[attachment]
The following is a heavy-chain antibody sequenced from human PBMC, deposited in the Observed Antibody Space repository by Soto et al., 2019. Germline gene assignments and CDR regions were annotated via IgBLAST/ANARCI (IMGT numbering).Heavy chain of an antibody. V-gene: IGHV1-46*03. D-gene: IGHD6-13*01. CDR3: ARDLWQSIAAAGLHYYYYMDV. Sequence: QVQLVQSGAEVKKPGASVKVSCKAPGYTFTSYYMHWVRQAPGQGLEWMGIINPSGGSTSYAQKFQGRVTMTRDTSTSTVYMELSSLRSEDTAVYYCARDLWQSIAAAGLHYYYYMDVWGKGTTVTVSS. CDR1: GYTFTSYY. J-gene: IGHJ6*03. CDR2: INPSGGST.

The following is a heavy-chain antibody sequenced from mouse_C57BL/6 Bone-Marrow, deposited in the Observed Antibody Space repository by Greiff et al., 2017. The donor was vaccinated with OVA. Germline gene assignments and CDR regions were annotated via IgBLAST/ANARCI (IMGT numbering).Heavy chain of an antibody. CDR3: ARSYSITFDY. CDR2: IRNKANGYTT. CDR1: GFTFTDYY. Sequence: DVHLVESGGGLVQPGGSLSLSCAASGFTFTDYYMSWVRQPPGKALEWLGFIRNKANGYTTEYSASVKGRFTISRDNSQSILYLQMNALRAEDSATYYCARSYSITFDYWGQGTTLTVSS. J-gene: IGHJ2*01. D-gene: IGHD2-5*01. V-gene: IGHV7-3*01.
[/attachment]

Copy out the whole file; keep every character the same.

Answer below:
The following is a heavy-chain antibody sequenced from human PBMC, deposited in the Observed Antibody Space repository by Soto et al., 2019. Germline gene assignments and CDR regions were annotated via IgBLAST/ANARCI (IMGT numbering).Heavy chain of an antibody. V-gene: IGHV1-46*03. D-gene: IGHD6-13*01. CDR3: ARDLWQSIAAAGLHYYYYMDV. Sequence: QVQLVQSGAEVKKPGASVKVSCKAPGYTFTSYYMHWVRQAPGQGLEWMGIINPSGGSTSYAQKFQGRVTMTRDTSTSTVYMELSSLRSEDTAVYYCARDLWQSIAAAGLHYYYYMDVWGKGTTVTVSS. CDR1: GYTFTSYY. J-gene: IGHJ6*03. CDR2: INPSGGST.

The following is a heavy-chain antibody sequenced from mouse_C57BL/6 Bone-Marrow, deposited in the Observed Antibody Space repository by Greiff et al., 2017. The donor was vaccinated with OVA. Germline gene assignments and CDR regions were annotated via IgBLAST/ANARCI (IMGT numbering).Heavy chain of an antibody. CDR3: ARSYSITFDY. CDR2: IRNKANGYTT. CDR1: GFTFTDYY. Sequence: DVHLVESGGGLVQPGGSLSLSCAASGFTFTDYYMSWVRQPPGKALEWLGFIRNKANGYTTEYSASVKGRFTISRDNSQSILYLQMNALRAEDSATYYCARSYSITFDYWGQGTTLTVSS. J-gene: IGHJ2*01. D-gene: IGHD2-5*01. V-gene: IGHV7-3*01.